Archive for the ‘Emerging Issues in Media & Communication’ Category

Is there a future for journalism? Are the declining advertising revenues and the declining readership (in particular for print) a glance at the slow death of our once dedicated 4th estate?

Part of the problem for present journalism is in the sentence above; “our once dedicated 4th estate”. Where did the dedication and persistency go? What happened to investigative journalism?  Our somewhat trustworthy public sphere? I feel that all the points here mentioned have been washed away in a digital mix of instancy, citizen-journalism, and personal opinions.

After smartphones and social media flourished it seems like journalists and the creative newsrooms found it too hard to follow and just gave up on their leading role as news reporters. Instead of coming up with a new innovative strategy of how to shape their business-model into one that suits the digital age, they sat back watching everyone else take over. If this attitude continues, there is no doubt that they will end up where book-shops, video-shops and photo-shops are today.

I am all for digital technology and the public’s right to take part in the news, but I still believe that some part of traditional journalism is needed for at least two reasons; ethics and quality control.

Tailoring of news on the basis of advertisement is annoying, but is it better with Google’s algorithms? Digital media is sorting the news to us in accordance with what we have previously shown an interest in, not according to what we ought to know and hear about. News should not only be about interests, but also about what is important for us to know.

Citizen journalism may be instant, but in regards to quality, how can we trust that what some citizen wrote from somewhere in the world is true? How can we know what is fictional, actual or manipulated? Journalists must follow certain codes of conduct which at least strengthen the trustworthiness of their news. Actually, their codes of conduct also enforce them to think ethical, a point that Pavlik (2013) suggests to be one principle necessary to include when considering innovative and sustainable journalism. How are witnesses protected by citizen journalists? “I promise not to provide a picture of you..Cross my heart”. News content comes in all shapes; comment-threads, geographically tagged photos, opinion pieces, videos and more, we need a code of conduct to ensure “strong and transparent privacy policies” (Pavlik 2013). Only traditional journalism can provide this (so far).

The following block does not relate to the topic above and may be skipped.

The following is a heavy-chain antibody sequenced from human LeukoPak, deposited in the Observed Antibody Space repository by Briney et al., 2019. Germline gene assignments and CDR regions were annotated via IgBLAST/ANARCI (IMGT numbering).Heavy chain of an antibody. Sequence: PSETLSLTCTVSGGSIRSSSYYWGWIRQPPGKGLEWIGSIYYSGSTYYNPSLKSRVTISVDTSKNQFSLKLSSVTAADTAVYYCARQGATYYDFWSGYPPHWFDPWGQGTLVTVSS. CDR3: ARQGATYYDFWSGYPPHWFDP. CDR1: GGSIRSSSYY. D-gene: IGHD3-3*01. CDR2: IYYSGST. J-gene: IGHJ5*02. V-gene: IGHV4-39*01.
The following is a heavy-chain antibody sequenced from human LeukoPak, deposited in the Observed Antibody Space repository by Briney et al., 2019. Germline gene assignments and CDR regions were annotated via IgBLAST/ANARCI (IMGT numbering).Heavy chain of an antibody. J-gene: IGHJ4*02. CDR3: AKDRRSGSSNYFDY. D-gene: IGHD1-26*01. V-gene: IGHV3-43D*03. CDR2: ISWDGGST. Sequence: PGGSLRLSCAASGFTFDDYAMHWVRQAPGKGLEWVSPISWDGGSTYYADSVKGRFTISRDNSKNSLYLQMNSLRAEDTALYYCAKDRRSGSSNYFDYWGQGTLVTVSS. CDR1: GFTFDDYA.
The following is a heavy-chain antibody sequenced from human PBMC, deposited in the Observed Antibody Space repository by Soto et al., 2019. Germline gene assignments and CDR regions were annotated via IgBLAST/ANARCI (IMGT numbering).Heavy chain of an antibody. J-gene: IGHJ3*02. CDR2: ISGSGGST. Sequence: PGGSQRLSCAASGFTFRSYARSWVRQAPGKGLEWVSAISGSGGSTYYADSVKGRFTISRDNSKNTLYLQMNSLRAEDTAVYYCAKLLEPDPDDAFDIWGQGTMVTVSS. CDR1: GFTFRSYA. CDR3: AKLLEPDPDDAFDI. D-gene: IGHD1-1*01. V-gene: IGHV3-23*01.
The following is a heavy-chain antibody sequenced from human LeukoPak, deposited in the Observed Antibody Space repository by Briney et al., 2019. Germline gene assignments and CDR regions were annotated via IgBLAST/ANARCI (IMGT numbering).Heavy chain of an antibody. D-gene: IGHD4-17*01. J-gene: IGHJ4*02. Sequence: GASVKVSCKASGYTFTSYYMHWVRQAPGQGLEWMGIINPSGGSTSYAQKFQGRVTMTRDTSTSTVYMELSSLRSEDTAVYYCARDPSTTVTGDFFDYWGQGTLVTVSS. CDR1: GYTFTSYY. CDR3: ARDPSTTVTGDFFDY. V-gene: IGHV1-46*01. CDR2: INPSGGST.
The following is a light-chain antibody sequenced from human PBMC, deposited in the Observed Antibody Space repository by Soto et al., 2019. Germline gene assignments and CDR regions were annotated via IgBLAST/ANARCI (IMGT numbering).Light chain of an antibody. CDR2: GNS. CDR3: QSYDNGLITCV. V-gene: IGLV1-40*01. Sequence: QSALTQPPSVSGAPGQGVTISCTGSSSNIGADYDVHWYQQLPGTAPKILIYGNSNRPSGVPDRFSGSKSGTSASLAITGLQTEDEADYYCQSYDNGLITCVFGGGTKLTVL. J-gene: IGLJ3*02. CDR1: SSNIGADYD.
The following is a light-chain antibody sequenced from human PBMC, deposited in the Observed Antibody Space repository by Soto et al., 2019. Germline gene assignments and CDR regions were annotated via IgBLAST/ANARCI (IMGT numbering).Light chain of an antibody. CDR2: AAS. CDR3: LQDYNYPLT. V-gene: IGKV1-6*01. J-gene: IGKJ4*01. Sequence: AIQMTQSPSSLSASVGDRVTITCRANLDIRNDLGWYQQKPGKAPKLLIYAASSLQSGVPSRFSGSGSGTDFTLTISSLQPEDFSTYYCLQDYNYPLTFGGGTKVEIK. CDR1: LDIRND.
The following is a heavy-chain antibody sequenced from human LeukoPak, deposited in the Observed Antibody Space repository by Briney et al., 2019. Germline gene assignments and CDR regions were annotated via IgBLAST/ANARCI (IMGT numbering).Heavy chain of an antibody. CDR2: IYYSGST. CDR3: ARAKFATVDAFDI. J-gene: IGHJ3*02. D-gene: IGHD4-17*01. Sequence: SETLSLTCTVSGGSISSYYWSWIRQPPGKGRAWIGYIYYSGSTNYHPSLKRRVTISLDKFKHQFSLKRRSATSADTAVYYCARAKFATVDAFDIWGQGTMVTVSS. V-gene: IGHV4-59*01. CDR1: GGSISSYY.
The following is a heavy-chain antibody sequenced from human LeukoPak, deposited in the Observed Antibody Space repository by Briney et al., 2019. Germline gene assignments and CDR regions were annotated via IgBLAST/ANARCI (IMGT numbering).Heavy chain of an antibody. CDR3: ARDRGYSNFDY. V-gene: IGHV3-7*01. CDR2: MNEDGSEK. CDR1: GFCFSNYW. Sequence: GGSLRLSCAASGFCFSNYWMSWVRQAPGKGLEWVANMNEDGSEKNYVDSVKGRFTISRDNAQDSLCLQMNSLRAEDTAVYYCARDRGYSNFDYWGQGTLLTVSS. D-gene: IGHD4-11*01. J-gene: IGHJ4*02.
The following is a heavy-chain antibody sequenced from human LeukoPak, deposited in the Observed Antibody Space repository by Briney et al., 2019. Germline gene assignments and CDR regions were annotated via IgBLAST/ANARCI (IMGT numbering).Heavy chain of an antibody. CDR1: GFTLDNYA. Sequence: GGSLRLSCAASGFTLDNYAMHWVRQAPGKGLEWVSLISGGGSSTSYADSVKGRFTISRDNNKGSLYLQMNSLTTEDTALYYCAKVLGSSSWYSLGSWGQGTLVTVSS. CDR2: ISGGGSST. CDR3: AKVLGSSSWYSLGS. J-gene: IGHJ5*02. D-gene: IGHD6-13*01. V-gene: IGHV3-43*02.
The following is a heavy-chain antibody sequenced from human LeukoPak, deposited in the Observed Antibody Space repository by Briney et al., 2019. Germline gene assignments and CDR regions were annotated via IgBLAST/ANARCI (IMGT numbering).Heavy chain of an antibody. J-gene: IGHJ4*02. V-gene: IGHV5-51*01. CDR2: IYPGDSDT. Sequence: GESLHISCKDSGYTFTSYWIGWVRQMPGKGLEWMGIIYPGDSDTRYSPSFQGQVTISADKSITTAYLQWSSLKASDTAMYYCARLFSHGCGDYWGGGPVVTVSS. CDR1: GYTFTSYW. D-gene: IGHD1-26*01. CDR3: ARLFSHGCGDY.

The problem is that we need journalism to pick up its backpack and take on the journey into the future of journalism. Be innovative, think outside the box and take the lead as reporters once again. Technology, the Internet and social media has so much to offer and for journalism there is much to be discovered.

The public sphere used to be defined as a place (often a coffee-shop) for men to sit down and rationally discuss the daily issues of concern; a place where each man would be heard and taken into account. This is a picture of democracy as it once was. But as time has passed our view of the world and our interpretation of what is common sense has changed too. Back then, men where the only thinkable characters to participate in politics, a woman with an opinion were considered ‘unladylike’ and unheard-off.

Today we find ourselves in an era where politics is everywhere and everyone is politics. We have passed the days when men where the only participants and we are now about to pass the days when the traditional press are the only ones with a legitimate right to voice and decide ‘what was the news today’. Propaganda (politicians) and selective news (traditional journalists) are being accompanied with an abundance of information coming from many different public spheres and it changes the ecosystem of the media. The 4th estate is not our one public sphere. There is a public sphere in reality shows, the school-yard, in the hospital’s waiting-room, online and everywhere our day-to-day concerns take place. These concerns are the politics of the public.

While journalists report their views of events, popular culture and now also the public produce content based on their interpretation of these events, and as Berkowitz says, all these ‘opinion’ mix and together they influence the audiences mind and play a role in shaping how the world works (2009).

Many would suggest that this enhances democracy as the public’s opinion becomes more evident, but when public opinion is infused by both traditional journalism and popular culture, we struggle to separate them. Teneboim-Weinblatt (2009) says that the countless different media-texts that we are exposed to are being utilized in various ways to “construct political meaning and identities” and this builds a new challenge in our media-ecosystem.

References:

Berkowitz, D 2009, ‘Journalism in the broader mediascape’, Journalism, vol. 10, no. 290, pp.290-292.

Teneboim-Weinblatt, K 2009, ‘”Where Is Jack Bauer When You Need Him?” The Uses of Television Drama in Mediated Political Discourse’, Political Communication, vol. 26, no. 4, pp.367-387.